Development Bank

A development bank is a national or regional financial institution designed to provide medium- and long-term capital for productive investment, often accompanied by technical assistance, for the purpose of encouraging economic development in primarily poorer regions. They provide loans and grants to fund projects that support social and economic development, such as the building of new roads or providing clean water to communities.

While commercial banks seek to make profits on loans and other financial services, the goal of development banks is to issue grants and low-cost loans to improve the economic conditions of impoverished or developing areas. Unlike commercial banks, development banks do not seek to maximize profits for their shareholders.

Instead, they prioritize development goals, such as ending extreme poverty and reducing economic inequality. They often lend at low or no interest or provide grants to fund projects in infrastructure, energy, education, environmental sustainability, and other areas that promote development. Such would be the case for our state-based development bank.

Historically, the majority of development banks around the world have been focused on poorer countries. In recent times, the U.S. has not formed a development bank to address such issues right in our own backyard. (i.e., “The cobbler’s kids go without shoes”). The U.S. 117th Congress became aware of the problem, and introduced four different bills to create some form of a development bank for domestic objectives, but none were enacted.

We intend to remedy that on a state-by-state basis. One of the primary functions of each state development bank would be to address a wide spectrum of troubled assets in those states, as detailed in this document Troubled Asset Acquisition Program. Those assets range from all manner of consumer debt (mortgages, car loans, student loans, business loans, etc.), seized properties and blighted properties.

To carry on such banking activities requires the obtaining of a bank charter, pretty much a universal requirement to conduct banking anywhere in the world. A bank charter provides a license to accept depositor’s money, and to create money when they make loans and provide other banking services. Credit unions are a special type of chartered bank.

There are two primary ways to obtain a bank charter – form a new one or buy an existing one.

Under the U.S. dual banking system, forming a new bank entails applying to either a) the federal government or b) a state government to obtain a charter to form a new bank. Such a new bank is referred to as a “de novo” bank. Whether a state or federally chartered bank, setting up a de novo bank is often a complicated, multi-year process.

A de novo bank is a new business without a proven track record, thus faces the high risk associated with any brand-new business. That is why regulators are slow to approve them. That is further complicated by the fact that the money deposited with the bank is insured by the government (up to $250,000 per account), thus making the regulators twice cautious about establishing a new bank.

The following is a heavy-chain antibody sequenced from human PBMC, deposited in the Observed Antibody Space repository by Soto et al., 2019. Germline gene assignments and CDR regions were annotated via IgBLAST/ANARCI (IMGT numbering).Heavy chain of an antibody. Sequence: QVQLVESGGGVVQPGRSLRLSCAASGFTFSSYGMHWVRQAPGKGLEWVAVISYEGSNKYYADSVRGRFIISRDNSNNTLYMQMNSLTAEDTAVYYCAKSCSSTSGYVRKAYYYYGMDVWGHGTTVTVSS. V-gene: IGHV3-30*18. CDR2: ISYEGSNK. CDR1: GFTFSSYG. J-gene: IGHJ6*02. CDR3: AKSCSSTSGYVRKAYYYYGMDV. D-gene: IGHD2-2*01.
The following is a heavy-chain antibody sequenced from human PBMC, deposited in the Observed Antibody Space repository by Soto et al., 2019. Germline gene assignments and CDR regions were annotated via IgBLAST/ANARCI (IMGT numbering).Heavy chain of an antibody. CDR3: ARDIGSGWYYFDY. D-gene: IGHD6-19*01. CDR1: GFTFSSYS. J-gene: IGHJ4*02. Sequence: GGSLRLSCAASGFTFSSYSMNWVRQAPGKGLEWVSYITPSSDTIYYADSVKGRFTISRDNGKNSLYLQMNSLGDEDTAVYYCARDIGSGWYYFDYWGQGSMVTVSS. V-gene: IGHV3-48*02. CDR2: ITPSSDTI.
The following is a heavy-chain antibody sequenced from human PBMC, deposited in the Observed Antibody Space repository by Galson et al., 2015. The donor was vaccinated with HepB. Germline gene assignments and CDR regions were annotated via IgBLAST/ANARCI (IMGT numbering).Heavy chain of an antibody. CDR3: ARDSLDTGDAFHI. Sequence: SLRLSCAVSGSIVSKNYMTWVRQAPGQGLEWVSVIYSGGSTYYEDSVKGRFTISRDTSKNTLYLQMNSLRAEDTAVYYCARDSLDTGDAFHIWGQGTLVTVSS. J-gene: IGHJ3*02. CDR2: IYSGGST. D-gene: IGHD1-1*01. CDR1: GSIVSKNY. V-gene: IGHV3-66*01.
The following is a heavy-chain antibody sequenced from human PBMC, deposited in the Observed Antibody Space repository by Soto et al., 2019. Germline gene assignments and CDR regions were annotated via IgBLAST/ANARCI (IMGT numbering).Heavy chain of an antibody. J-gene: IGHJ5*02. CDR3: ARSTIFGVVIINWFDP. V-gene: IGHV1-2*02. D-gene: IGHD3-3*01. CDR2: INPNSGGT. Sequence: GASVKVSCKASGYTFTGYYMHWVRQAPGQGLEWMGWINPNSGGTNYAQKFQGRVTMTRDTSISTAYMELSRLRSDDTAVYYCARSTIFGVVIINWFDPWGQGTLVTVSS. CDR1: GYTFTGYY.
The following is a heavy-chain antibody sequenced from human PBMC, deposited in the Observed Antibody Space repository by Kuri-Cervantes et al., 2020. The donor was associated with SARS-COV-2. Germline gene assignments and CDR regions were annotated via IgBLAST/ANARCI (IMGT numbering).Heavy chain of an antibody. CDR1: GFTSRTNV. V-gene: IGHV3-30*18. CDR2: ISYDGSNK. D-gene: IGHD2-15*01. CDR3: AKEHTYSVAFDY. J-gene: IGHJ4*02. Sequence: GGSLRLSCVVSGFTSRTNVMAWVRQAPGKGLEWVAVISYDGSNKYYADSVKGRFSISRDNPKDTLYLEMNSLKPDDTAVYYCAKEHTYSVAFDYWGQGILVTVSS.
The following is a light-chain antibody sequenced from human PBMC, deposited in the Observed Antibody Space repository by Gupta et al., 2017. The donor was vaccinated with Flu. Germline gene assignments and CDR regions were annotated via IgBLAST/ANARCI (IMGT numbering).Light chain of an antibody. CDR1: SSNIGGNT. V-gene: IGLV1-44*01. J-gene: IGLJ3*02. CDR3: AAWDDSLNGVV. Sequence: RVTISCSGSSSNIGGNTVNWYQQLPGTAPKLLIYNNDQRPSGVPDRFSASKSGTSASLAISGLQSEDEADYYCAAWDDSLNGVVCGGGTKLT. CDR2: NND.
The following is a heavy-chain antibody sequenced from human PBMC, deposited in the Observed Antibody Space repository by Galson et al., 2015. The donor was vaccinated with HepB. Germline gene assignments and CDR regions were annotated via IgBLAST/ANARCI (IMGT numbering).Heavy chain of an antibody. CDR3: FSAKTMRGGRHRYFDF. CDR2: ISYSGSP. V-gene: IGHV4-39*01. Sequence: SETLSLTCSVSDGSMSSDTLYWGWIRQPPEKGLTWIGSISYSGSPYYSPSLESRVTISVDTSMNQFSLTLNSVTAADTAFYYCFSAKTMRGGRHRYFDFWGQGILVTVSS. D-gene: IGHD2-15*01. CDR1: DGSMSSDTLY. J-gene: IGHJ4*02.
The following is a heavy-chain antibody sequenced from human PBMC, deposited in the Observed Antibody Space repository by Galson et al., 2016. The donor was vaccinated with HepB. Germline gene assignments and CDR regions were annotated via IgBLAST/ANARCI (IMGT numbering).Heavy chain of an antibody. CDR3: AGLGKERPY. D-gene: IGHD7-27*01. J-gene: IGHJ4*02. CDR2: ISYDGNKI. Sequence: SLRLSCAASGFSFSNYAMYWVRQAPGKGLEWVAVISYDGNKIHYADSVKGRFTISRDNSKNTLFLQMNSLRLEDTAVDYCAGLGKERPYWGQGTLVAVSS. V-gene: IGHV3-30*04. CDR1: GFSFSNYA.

The primary alternative to forming a de novo bank is to purchase an existing bank, usually a much quicker and easier solution. Purchasing a bank is not all that dissimilar to purchasing any other ongoing business, where the business has already demonstrated its viability in the market place. Thus, regulators are much more willing to approve a bank purchase than approving a de novo application.

However, given that the purpose of a development bank is to address problems that normal commercial banks avoid, (i.e., a benefit to society rather than shareholders), regulators might be more willing to approve a de novo application, especially at the state level due to the benefit of such a bank would provide that state. And given the public interest, it is not out of the question that political influence can also be brought to bear to quickly approve such an application.

In addition, because our DB will be owned by a non-profit organization, there are numerous sources of new and ongoing capital that may be used to support the functions of such a DB, representing a completely different risk profile than a standard commercial bank might present.

The decision on whether to establish a de novo bank or purchase an existing one will vary state by state, the key being to determine the fastest, most expedient way to obtain a charter in order to commence providing the benefits to the state that such a DB can do. Ultimately, National Commonwealth Group (NCG), the owner of any and all DBs under the SCF ecosystem, will likely obtain a OCC federally chartered bank as that will allow NCG to simply open a branch in each new state (much, much faster than obtaining a new bank charter or buying a bank).

Finally, while the Public Benefit Bank will be the issuer of all state currencies, the DB in each state will be the exclusive “manager” of that state’s complementary currency, thereby providing the DB with the ability to distribute both dollars and the complementary currency in fulfillment of the entire Sustainable Communities Framework in that state. And where that currency is sold throughout the state, the DB will retain 50% of the revenue generated by those sales, which provides the DB with substantial dollars to use for the various SCF programs throughout the state. The other 50% will be allocated to the Retail Bank in each state.